Williams Woodland Park Holiday Home Tour
What: Six houses, two apartments, the Center for Nonviolence and the Rialto theater will be open for the tour.
When: 5-9 p.m. Saturday and 1-5 p.m. Sunday
Where: Purchase tickets the day of the tour at Simpson United Methodist Church, 2501 S. Harrison St.
Cost: $12 days of tour. Free admission for children 10 and younger. For information on purchasing tickets online or in advance for $10 or $36 for groups of four go to the neighborhood's website at www.williamswoodlandpark.com.
Joan McMillan has always loved old houses. Seventeen years ago, when a duplex went up for sale in the Williams Woodland Park neighborhood, she took the plunge and bought it.
A single mom at the time, McMillan and her daughter lived in the upstairs apartment while she worked on converting the house back into a single-family residence.
Today the 3,000-square-foot home built around 1896 has almost all the amenities of a modern suburban house, but with a lot more character.
McMillan will open her home to the public Saturday and Sunday for the Williams Woodland Park Holiday Home Tour, which features homes decked out for the holidays. This year the tour includes six homes, two apartments at Fairfield Manor, the Center for Nonviolence and the Rialto theater.
The neighborhood is just south of downtown, located roughly between Calhoun Street and Fairfield Avenue and Creighton Avenue and Pontiac Street.
"I've always been a south-sider," McMillan said. "For a very, very long time I just wanted a Victorian house."
In 1997 her dream came true when she purchased the house. Remodeling took several years, with the downstairs kitchen — her "dream" kitchen — finally completed in 2002.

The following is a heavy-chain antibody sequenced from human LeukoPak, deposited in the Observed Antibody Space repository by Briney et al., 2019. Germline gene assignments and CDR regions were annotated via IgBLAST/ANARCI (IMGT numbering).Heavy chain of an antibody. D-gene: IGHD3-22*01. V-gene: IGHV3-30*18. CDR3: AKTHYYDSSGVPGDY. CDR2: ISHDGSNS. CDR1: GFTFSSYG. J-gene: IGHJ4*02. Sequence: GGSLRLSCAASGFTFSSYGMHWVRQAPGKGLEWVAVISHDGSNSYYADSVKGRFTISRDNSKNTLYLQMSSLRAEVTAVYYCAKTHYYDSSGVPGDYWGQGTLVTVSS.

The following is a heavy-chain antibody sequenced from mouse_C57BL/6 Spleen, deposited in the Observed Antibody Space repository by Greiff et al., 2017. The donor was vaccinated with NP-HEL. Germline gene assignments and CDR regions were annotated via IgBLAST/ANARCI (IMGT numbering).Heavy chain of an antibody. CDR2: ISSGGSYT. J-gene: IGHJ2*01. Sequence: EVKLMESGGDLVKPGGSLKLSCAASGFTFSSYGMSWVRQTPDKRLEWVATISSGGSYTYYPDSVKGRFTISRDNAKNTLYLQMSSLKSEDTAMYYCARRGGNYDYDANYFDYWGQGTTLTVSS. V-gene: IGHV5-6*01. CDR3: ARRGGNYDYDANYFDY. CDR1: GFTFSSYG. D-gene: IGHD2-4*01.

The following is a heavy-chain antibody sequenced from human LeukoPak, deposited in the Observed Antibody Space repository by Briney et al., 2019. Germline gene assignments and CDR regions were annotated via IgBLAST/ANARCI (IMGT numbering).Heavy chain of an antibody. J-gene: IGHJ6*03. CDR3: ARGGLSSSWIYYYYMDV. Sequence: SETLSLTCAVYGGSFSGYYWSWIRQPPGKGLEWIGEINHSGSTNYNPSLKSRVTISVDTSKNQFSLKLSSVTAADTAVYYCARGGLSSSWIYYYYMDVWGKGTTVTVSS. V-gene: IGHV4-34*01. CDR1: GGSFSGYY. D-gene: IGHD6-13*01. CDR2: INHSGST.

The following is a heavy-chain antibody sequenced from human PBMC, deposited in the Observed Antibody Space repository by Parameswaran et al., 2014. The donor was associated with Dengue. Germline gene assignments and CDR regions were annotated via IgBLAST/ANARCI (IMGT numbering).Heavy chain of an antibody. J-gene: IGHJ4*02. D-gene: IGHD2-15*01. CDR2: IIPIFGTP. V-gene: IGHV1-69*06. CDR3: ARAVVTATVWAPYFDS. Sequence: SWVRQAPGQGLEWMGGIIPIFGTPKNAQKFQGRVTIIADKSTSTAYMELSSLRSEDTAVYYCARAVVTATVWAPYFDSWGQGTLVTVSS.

McMillan faced several big changes the first few years she lived there. She got married in 2001 and her husband and his two daughters moved into the home. In 2003 he died of cancer. Her stepdaughters continued to live with her after their father's death.
During those difficult years and after her husband died McMillan knew she could depend on neighbors in the tight-knit neighborhood if she needed help with something. "We just do that a lot," she said, of helping each other. "We're very community-minded. That's just the way the neighborhood is and I love that."
She also has relatives who live in the neighborhood, including two nieces as well as a sister who lives two doors down. Although there's a common misconception that south Fort Wayne is a dangerous place to live, McMillan said, "I have never been afraid in this neighborhood."
Over the years McMillan has blended bold colors and modern amenities with the more traditional accents within her home, such as natural bead board paneling in the dining room. She describes her decorating style as French country.
The floor plan is unusual in that the house doesn't have halls. One room just flows into the next.
The kitchen, which was extensively remodeled, boasts white cabinets, grey counter tops and an island. Off the kitchen is an office/laundry room/mudroom with storage.
The only thing missing is a garage, but it doesn't bother McMillan, who does have off-street parking. "I've lived a lot of my life without a garage," she says.
The exterior sports wood siding, which needs to be painted about every eight to 10 years at a cost of between $5,000 and $10,000, McMillan said.
She loves to cook and entertain, and decorates every room in her house for Christmas. The rooms have lovely arrangements and sparkling lights, but don't look cluttered. McMillan puts some of her everyday accessories away for the holiday season to make room for her Christmas decorations.
Asked the secret of her success, whether it be laying out a new kitchen or decorating tastefully for Christmas, McMillan has a simple answer.
"I just can envision things," she says.